Aims The current study aimed at determining the differences between the cutaneous microbial flora of patients with Type 2 diabetes mellitus (T2DM) and those without, and thus evaluate for cutaneous microbiome dysbiosis in diabetes. Methods We employed a case-control study design with 41 participants in each group. The skin over the toe-web space was swabbed and cultured aerobically. Data was analyzed for differences in microbial prevalences and growths between the two groups. Predictors for heavy colonization by microbes were analysed using logistic regression. Results We found significantly higher prevalences of Staphylococcus epidermidis among patients with T2DM (77.5% vs. 53.7%, p = 0.02). Further, when prevalent, these bacteria showed a significantly greater degree of skin colonization i.e. CFUs/cm2 among these patients, p = 0.03. Highly pathogenic bacteria such as S. aureus were more prevalent among patients with T2DM. The regression model determined a significant association between T2DM status and heavy colonization by S. epidermidis (OR – 5.40, p = 0.02). Also, agricultural workers were significantly more likely to have heavy colonization by S. epidermidis (OR – 3.75, p = 0.02). Other predictor variables did not show significant association with heavy colonization by any of the isolated microbes. Conclusions Our findings support the existence of cutaneous microbiome dysbiosis among patients with T2DM. Literature suggests that microbiome dybiosis in T2DM could stem from the same activated innate immune response that is thought to be central to the development of T2DM. This dysbiosis could increase the risk of developing skin infections.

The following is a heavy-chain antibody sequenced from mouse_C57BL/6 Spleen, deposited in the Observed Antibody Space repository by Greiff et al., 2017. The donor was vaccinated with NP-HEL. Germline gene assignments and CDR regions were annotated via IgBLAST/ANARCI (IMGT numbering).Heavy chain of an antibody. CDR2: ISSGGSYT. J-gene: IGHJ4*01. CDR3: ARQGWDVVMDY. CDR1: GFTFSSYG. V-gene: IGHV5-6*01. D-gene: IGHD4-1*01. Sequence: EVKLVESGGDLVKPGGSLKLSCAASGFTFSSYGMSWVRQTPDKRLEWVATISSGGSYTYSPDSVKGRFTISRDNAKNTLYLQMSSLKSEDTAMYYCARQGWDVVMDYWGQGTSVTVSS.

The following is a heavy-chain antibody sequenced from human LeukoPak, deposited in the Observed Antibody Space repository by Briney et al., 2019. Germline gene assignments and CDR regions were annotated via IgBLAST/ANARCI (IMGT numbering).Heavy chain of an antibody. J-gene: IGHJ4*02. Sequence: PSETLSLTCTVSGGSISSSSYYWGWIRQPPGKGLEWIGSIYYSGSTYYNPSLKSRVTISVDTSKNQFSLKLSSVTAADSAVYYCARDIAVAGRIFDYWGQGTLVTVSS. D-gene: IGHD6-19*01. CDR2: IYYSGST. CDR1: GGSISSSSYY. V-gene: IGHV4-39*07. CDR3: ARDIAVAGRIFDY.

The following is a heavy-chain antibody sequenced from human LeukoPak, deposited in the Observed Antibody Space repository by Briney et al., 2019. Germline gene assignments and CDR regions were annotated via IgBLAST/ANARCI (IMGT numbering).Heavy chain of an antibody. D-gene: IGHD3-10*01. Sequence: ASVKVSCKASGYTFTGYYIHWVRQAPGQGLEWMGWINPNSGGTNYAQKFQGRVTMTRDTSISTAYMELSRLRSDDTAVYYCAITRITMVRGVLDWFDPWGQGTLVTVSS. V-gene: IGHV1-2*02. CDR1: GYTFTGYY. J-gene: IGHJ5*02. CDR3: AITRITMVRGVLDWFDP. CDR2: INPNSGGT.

All Science Journal Classification (ASJC) codes
- Internal Medicine
- Endocrinology, Diabetes and Metabolism